In this process, we’ll upload a tar (the maven build output) to s3, where the environment depends on the git branch we’re working on. The code would be placed in the ‘process’ step:

a. Release tar name. The release file is a tar file (the maven build output). Its name should represent the release version. The release version is found in the root pom.xml file, and we’ll extract it from there

b. Release candidate tar name. This is somewhat tricky. On release/hotfix only, we like to create a release candidate for QA. The release candidate holds the name:

In our story, the first release candidate would be: ‘volcano-1.2.0-RC-1’(‘volcano-1.2.1-RC-1’ in the case of a hotfix).

The RC number starts with 1. If a QA person found a bug, we’d need to fix it, and then increment the RC number, i.e. ‘volcano-1.2.0-RC-2’ and so on.

We’ll use a text file with the current RC number to know what the next version should be for release. We then update the file, commit changes and create a new tart with the correct name.

Note that we did exclude the release/hotfix branches. This allows a couple of team members to work on the branch when QA has made a rejection or there is a bug to fix, without the new version being released with every push.


Upload tar to s3

We won’t implement the deployment process with the Pipeline script, and leave it for the deployment tool, ‘Chef’ for the sake of this illustration. Chef will deploy a new volcano app, with the appropriate version in s3. This would require amazon s3 credentials. For the upload itself, there is a pipeline script. Nevertheless, we’ll implement it here using Amazon CLI commands, using the shell.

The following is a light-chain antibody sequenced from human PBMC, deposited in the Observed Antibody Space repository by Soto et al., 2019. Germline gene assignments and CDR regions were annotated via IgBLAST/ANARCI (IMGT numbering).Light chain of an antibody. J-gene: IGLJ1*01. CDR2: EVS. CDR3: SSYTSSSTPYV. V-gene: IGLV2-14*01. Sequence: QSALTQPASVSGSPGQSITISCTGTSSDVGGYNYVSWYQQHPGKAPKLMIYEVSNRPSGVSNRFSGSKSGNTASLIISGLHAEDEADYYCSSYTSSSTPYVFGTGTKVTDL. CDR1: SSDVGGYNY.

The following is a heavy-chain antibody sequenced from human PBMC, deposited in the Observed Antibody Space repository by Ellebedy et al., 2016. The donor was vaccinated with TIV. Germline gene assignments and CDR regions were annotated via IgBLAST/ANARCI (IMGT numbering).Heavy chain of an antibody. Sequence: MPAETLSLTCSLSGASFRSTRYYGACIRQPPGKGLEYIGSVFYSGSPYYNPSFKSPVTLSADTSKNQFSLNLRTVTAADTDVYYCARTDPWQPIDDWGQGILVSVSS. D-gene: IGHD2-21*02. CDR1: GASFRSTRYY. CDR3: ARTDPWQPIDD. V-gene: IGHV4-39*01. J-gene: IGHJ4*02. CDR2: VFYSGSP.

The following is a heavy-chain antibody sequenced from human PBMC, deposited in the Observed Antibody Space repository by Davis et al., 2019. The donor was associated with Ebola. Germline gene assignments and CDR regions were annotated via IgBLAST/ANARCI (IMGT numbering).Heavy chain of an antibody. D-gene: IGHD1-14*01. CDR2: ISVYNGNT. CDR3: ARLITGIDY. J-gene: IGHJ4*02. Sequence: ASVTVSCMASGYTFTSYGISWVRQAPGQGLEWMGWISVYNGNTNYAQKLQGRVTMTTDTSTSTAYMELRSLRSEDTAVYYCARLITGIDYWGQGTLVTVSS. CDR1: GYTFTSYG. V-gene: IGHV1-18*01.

Deployment process

We won’t be diving too deeply into how Chef performs a deployment, but suffice to say this: In order for Chef to know that there is a new ‘volcano’ version it needs to deploy, the version in the environment (qa or development or production) file needs to be updated to the new version.

a. First, we’ll check out the Chef repository and ‘cd’ in the environments directory which the environment files rely on.

b. Replace the current version of the appropriate environment for the new version. This can be done by shell tools like jq. Here we’ll use Groovy.

c. Commit and push changes

d. Send a slack notification

e. If the branch is develop or master, it removes the releases.txt file

In the image below an example of a Pipeline run:

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Tips

  • To save a lot of time, use the Pipeline Syntax for every pipeline command
  • While working on the Jenkinsfile, you don’t have to commit and push every modification just to test an execution. You can use run an execution using ‘replay’ until everything works.
  • Jenkins Blue Ocean plugin provides a new awesome user experience, check it out.
  • Pipeline is still new, but you shouldn’t get too frustrated by weird errors you may get while writing the script, most of them are common and the solution can be easily found on the web.
  • The Pipeline Unit Testing Framework allows you to unit test Pipelines before running them in full.

 

Wrapping up

Pipeline as a code is pretty much a game changer, in the sense that it is now in the hands of every programmer, allowing them to write a full release (and deployment) process, that can fit the development workflow easily.